Hackaday Retro Edition: AppleTalk


If you do a survey of what makes and models of classic computers manage to pull off a Retro Success by loading our Web 1.0 retro site, you’ll notice a disproportionate number of classic Macintosh computers, the cute, small all-in-one boxes with a nine-inch black or white screen. Part of this is the nigh indestructible nature of these boxes, and part of this is the networking built into every classic Mac – AppleTalk.

The physical connections for AppleTalk is just a small breakout box with two Mini-DIN connectors (or RJ11 phone jacks for PhoneNet) attached to one of the serial ports on the Mac. This isn’t just a null modem connection, though. An AppleTalk network can support up to 32 nodes, file transfer, networked printers, and in later updates booting an Apple IIGS from a networked drive. Whenever you have a few classic Macs in one room, an AppleTalk network is bound to appear at some point, especially considering the limitations of an 800kB disk drive for sneakernetting and the fact the AppleTalk software is supplied with every version of the operating system.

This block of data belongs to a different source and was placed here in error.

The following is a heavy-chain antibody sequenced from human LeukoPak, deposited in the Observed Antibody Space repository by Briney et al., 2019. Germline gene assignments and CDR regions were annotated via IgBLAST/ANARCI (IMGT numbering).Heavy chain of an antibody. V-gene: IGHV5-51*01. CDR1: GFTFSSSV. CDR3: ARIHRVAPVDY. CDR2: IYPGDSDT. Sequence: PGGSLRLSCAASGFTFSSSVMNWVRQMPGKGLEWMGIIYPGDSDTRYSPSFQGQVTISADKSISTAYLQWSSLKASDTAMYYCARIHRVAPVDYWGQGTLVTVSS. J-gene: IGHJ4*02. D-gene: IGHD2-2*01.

[Chris] had an old dual disk Macintosh SE he had brought back from the dead, but his modern expectations of Internet On Every Computer meant this cute little compy was severely lacking. Yes, SCSI to Ethernet adapters exist, but they’re surprisingly expensive. Modems are right out because of landlines. How did he solve this problem? With AppleTalk, of course.

After picking up a pair of PhoneNet adapters, [Chris] plugged one into a PowerPC mac running OS 9. MacTCP, the Apple TCP/IP control panel for classic Mac operating systems, is able to encapsulate IP traffic into AppleTalk Packets. After turning the PowerPC mac into a router, [Chris] managed to get his all-in-one SE on the internet.

The only problem with this setup is the browser. NCSA Mosaic doesn’t have the ability to send traffic to a proxy server, but another classic Mac browser, MacWeb 2.0c does. This allowed him to load up our retro site using forgotten and long unsupported technologies.